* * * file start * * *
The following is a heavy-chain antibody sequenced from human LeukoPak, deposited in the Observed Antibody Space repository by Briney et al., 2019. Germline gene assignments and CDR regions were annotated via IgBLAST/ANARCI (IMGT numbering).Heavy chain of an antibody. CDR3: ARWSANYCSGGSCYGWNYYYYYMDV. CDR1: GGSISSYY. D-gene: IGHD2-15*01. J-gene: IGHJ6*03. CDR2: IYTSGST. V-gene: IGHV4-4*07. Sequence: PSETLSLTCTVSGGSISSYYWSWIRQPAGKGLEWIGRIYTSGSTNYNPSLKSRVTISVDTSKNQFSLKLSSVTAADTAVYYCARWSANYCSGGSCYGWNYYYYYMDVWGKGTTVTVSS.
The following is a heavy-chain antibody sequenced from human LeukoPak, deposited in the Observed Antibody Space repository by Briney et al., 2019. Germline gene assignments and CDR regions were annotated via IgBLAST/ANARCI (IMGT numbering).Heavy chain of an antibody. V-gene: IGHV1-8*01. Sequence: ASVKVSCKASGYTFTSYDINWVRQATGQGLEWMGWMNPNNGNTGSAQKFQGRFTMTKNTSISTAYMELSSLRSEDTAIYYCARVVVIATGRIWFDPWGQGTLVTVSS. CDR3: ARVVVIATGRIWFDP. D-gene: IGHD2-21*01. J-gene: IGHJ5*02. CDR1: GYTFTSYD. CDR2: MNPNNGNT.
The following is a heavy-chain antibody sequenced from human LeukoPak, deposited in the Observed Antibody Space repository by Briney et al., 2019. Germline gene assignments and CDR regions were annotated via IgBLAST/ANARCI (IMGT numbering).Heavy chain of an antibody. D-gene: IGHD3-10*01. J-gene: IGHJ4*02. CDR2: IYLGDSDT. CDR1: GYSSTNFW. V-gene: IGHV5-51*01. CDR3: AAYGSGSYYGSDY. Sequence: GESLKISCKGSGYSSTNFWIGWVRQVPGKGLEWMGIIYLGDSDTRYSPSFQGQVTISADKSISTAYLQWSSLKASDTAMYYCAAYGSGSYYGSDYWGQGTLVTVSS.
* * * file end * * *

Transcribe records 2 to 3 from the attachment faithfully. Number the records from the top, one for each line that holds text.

The following is a heavy-chain antibody sequenced from human LeukoPak, deposited in the Observed Antibody Space repository by Briney et al., 2019. Germline gene assignments and CDR regions were annotated via IgBLAST/ANARCI (IMGT numbering).Heavy chain of an antibody. V-gene: IGHV1-8*01. Sequence: ASVKVSCKASGYTFTSYDINWVRQATGQGLEWMGWMNPNNGNTGSAQKFQGRFTMTKNTSISTAYMELSSLRSEDTAIYYCARVVVIATGRIWFDPWGQGTLVTVSS. CDR3: ARVVVIATGRIWFDP. D-gene: IGHD2-21*01. J-gene: IGHJ5*02. CDR1: GYTFTSYD. CDR2: MNPNNGNT.
The following is a heavy-chain antibody sequenced from human LeukoPak, deposited in the Observed Antibody Space repository by Briney et al., 2019. Germline gene assignments and CDR regions were annotated via IgBLAST/ANARCI (IMGT numbering).Heavy chain of an antibody. D-gene: IGHD3-10*01. J-gene: IGHJ4*02. CDR2: IYLGDSDT. CDR1: GYSSTNFW. V-gene: IGHV5-51*01. CDR3: AAYGSGSYYGSDY. Sequence: GESLKISCKGSGYSSTNFWIGWVRQVPGKGLEWMGIIYLGDSDTRYSPSFQGQVTISADKSISTAYLQWSSLKASDTAMYYCAAYGSGSYYGSDYWGQGTLVTVSS.